Re: IETF 62

Sam Hartman <hartmans@mit.edu> Mon, 20 September 2004 00:30 UTC

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From: Sam Hartman <hartmans@mit.edu>
Date: Sun, 19 Sep 2004 20:28:06 -0400
In-Reply-To: <414BE4F9.3020503@netlab.nec.de> (Lars Eggert's message of "Sat, 18 Sep 2004 09:34:17 +0200")
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Subject: Re: IETF 62
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Two things brought up in this thread disturb me.  First, there seems
to be the idea that we should be choosing where IETFs are held for
political purposes--to make statements for or against certain
governments.  I'm not quite sure this was said or implied, but if it
was, I'm made a bit uncomfortable by it.      

I certainly understand we should carefully consider situations that
make people unable or unwilling to attend an IETF.  Maximizing the
number of active (and potentially active) participants who can make it
to a meeting is a valid thing to consider.  If the political policies
of a country make it hard to get the people we need in that country
then we should go there less frequently or not at all.  Note that one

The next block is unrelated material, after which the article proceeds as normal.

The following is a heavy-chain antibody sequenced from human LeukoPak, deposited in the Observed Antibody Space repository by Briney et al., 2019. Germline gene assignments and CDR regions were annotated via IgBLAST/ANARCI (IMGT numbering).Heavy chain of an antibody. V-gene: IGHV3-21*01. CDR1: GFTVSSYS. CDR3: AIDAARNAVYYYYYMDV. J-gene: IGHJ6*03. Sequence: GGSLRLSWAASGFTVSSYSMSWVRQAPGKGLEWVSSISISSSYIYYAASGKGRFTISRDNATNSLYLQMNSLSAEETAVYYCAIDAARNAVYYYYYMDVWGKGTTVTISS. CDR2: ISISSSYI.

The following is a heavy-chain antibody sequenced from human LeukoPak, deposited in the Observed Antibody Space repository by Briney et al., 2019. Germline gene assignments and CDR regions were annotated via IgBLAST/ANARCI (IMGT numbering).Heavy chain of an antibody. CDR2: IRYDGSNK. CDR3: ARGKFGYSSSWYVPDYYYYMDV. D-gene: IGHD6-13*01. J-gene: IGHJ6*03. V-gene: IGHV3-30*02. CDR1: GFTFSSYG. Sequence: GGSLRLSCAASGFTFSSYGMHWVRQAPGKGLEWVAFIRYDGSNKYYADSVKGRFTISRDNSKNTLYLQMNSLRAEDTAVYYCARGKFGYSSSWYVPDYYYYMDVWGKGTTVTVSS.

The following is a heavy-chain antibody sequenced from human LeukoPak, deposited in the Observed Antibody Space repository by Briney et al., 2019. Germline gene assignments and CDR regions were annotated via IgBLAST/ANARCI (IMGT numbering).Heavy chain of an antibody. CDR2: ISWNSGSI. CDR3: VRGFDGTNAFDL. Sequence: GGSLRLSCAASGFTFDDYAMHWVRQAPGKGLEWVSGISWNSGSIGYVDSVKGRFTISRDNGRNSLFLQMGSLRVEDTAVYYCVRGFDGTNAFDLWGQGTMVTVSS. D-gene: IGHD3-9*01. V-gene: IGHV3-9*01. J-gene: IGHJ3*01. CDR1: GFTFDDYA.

way these policies can make it hard for us to get the people we need
in a particular country is for these people to be unwilling to travel
to that country.  

However in similar situations (not all of them within the IETF
context) I've seen the desire to avoid a particular country go beyond
what is justified by a desire to make the conference accessible.  In
some cases it seemed to venture into the realm of political statement.
The conference seemed to want to say that they were taking a stand
against the policies of a country.  That is dangerous: getting
involved in politics may compromise our ability to construct the best
Internet we can.  There may be some cases where we must get involved
in politics; I'm skeptical that any involve conference venue
selection.  Even worse, it sometimes seems like the desire is to go
beyond a statement and actually punish countries by not going that.
That's just stupid; we end up punishing our own attendees from those
countries, not the countries themselves.

Again, I'm not sure I see this problem in this thread.  It's not
entirely clear what peoples' motivations are.  I know that I feel more
comfortable with the outcomes of discussions based on fair
distribution of travel and convenience of participants than I do with
the outcomes of discussions based on fingerprinting, rules and who is
involved in a particular country's decision making process.  This is
true even when the discussions produce identical results; the process
matters.

Secondly, I'm concerned that people are proposing optimizing for
pleasant climate and good vacation spots.  I come to the IETF to get
work done; I'd rather be at meetings where the other participants have
the same goal.  We should be somewhat careful of optimizing for
enjoyable location.  I'd rather see us optimize for who can attend and
cost.

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